SYMPTOMS OF STRESS
DEFINITION
OF STRESS
CAUSES SOLUTIONS

When a dog is "F.A.S.E.D.U.P" (or "Stressed") it causes the levels of Thyroid, Hypothalamus, Adrenaline and Testosterone in its body to rise very quickly, triggering a variety of symptoms like those listed below.

These lists are not definitive and must not be taken out of context.

For instance, just because your dog is sniffing the ground as it goes for a walk does not mean it is "fasedup" and doing a displacement activity. Far from it, the dog is more likely enjoying one of its most finely tuned senses and is "reading the newspaper"! However, if your dog sniffs the ground while you are training, the sniffing may be a displacement activity and a calming signal as the dog attempts to relieve the stress it feels while doing this exercise or piece of equipment (for instance while doing the weaves in Agility).

Remember, every dog is different and displays different combinations of symptoms

PHYSICAL SYMPTOMS & EFFECTS

ILLNESSES & MEDICAL CONDITIONS
ASSOCIATED WITH STRESS

  • Skin problems
  • Cancer and tumors
  • Allergies
  • Reactions to vaccines
  • Colitis
  • Diarrhoea
  • Arthritis
  • Fits
  • Strokes and heart attacks
  • Stomach problems
    and indigestion
  • Inefficient immune system

EMOTIONAL SYMPTOMS & EFFECTS

  • High anxiety
  • Frustration
  • Anger
  • Insecurity
  • Depression
  • Helplessness
  • Powerlessness
  • Loss of hope
  • Uptight
  • Panicky
  • Edgy
  • Irritable
  • Lonely
  • Unnerved
  • Unsettled
  • Disorientation


MENTAL SYMPTOMS & EFFECTS

  • Muddled perceptions
  • Lowering of self esteem
  • Loss of mental agility
  • Poor concentration
  • Poor decision making
  • Wavering attention span
  • An inability to listen
  • Inconsistent communication
  • Poor memory and recall
  • More accident and mistake prone
  • Reluctant to adapt to change
  • General lack of self control
  • Mental fatigue
  • Short burst of energy rather
    than sustained mental endeavor

BEHAVIOURAL SYMPTOMS & EFFECTS

  • Fearful

  • Pulling on lead
  • Wanting to play roughly
  • Rapid eye movement
  • Fidgeting

  • Unable to sit still

  • Pacing

  • Restlessness
  • Vigorously "shaking the stress"
    from its body
    (similar action to when a dog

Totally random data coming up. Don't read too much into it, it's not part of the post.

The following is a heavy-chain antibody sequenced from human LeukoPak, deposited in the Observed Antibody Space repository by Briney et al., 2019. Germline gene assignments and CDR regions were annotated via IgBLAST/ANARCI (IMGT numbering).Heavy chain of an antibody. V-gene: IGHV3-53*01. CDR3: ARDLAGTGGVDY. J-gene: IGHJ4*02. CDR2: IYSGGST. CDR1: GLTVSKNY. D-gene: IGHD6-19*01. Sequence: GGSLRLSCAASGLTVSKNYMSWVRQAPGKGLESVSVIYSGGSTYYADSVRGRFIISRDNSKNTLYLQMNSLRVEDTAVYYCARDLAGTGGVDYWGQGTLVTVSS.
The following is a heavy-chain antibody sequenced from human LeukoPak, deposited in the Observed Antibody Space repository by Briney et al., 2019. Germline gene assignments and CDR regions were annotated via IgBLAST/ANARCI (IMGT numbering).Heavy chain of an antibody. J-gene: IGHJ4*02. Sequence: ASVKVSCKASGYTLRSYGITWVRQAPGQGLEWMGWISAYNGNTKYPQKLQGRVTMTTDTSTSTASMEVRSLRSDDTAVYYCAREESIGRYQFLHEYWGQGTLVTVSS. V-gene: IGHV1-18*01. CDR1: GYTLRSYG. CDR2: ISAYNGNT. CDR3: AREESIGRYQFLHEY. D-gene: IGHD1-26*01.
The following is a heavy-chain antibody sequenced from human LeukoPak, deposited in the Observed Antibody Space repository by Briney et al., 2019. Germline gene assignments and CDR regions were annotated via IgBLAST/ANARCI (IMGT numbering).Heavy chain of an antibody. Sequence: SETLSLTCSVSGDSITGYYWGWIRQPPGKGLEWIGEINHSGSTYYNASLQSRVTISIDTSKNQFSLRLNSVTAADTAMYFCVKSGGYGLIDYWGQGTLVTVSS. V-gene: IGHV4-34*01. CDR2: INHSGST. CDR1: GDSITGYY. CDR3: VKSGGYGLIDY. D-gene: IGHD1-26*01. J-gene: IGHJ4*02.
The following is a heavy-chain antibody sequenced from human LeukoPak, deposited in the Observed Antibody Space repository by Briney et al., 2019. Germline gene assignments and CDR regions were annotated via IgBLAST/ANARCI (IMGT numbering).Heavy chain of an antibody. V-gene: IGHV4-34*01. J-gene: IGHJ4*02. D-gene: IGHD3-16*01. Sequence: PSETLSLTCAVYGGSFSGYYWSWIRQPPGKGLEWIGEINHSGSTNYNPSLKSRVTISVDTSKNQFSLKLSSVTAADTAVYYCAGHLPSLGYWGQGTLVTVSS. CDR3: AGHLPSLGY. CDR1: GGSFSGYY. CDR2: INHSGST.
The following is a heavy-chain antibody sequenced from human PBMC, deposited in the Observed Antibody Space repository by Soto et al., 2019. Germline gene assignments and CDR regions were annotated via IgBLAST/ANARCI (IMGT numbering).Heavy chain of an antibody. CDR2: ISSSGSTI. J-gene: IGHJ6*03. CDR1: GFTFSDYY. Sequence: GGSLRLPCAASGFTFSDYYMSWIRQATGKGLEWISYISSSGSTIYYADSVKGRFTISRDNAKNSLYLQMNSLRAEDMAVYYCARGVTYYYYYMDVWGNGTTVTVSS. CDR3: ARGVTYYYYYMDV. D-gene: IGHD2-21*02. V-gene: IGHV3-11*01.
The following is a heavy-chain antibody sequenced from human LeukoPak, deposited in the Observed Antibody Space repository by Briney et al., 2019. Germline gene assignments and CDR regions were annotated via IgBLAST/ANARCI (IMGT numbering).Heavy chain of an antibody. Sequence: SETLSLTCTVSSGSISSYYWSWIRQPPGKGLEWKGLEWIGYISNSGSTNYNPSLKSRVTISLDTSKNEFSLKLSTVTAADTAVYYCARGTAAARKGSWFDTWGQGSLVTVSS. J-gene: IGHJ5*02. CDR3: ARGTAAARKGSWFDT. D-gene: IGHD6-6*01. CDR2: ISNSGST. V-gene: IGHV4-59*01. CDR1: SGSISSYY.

shakes water off its body)
  • Lack of concentration
    and unable to learn

  • Unusual sexual behaviour
    such as mounting cushions,
    dogs of either sex, people's legs
  • Change in dietary habits -
    Reduced eating
    Increased eating
    "Comfort" eating
  • Vocalising -
    High pitched barking
    Howling
    or Whining,
    often for no apparent reason
  • Displacement activities For instance -

    Displaying some of the Calming signals (eg. Slow movement, freezing on the spot, sniffing the ground) to try to calm down either the situation, or the dog/human that is over "FASED".

    The dog trying to "run off" the stress by either -
    - having a "mad dash" around the house, garden or field,
    - chasing its tail, reflections, passing traffic or people, etc.

    Scratching either themselves or their environment.

    Chewing themselves or their environment.

    Excessive licking of themselves

    Digging

    Snapping at the air (like catching imaginary flies)

    Grabbing hold of something and not letting go (the dog's jaws seem locked)

    Urinating and marking excessively

    "Nagging" other dogs by chasing and grabbing their fur around the neck, and preventing them either running freely or "reading the newspaper"

To conclude, here are -

THE MOST COMMON "DEFAULT" STRESS BEHAVIOURS IN DOGS

These often occur when the dog's "Long-term Stress Glass" is overflowing

  • Trying to escape the situation by either running away,
    or "switching off" and ignoring everything and everyone around it

  • High pitched incessant barking

  • Spinning in circles

  • Loss of self control
  • Unable to relax or sleep properly

  • Inability to learn or concentrate

  • Over reactive

  • Unprovoked aggression

If you find that your dog is showing symptoms like those listed on this web page over a period of time, then it is highly likely that you need to look at ways of reducing these levels of long-term stress.

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